Individual Paper: Social Sustainability at Yalla Trappan
A Case-Study of Feminist Practices, Doulas and Social Return on Investment
In the shadow of the City of Malmo’s “social sustainability” drive, a women’s cooperative social enterprise is providing employment opportunities for many of Malmo’s most disadvantaged citizens. Yalla Trappan has been a pioneering example of successful work-integration for immigrant women in Sweden, promoting financial empowerment and stabilizing vulnerable families. Through a developing project - Yalla Doula – women are trained as birth-partners to support expectant mothers in their community to negotiate the barriers of language, culture and segregation existing in Malmo’s diverse demography of over 100 nationalities. What feminist entrepreneurial practices are being enacted to help Yalla Trappan dismantle a ‘growth’ agenda, in favor of social replenishment?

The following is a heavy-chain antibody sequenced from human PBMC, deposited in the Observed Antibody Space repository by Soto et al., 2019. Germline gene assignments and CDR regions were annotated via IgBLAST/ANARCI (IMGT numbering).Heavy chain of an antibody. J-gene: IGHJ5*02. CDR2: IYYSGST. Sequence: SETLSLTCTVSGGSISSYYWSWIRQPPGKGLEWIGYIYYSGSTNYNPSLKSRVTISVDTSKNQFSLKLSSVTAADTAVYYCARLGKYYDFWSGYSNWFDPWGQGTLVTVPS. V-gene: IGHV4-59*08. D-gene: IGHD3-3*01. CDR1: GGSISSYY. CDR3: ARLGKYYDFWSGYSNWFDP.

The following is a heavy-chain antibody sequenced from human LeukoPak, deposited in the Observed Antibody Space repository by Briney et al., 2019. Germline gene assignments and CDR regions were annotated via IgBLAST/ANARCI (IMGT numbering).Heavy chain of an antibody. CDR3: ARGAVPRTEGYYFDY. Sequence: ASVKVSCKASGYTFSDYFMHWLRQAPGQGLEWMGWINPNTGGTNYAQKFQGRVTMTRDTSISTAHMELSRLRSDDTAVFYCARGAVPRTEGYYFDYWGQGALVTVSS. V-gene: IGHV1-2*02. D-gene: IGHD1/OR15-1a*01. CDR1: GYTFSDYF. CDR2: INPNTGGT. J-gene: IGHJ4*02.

Drawing on the researcher’s ethnographic study of interning at Yalla Trappan, this paper uses Diedre McCloskey’s feminist economics (2003) and a philosophy of social sustainability to problematize a dominant measurement of social impact: the Social Return On Investment metric (SROI). As a descriptive tool for accounting for impact, the SROI is a battleground for deeper discussions on how to accommodate feminist economic concerns. With a poststructuralist ontology, the study applies a gendered analysis of the SROI to “de-growth” and reaffirms the place of ‘metaphor and story’ (McCloskey 2003) in social enterprise economics.
Start time: 11:30
Room: ABF (Lilla sallen)
Track: Care, gender and feminism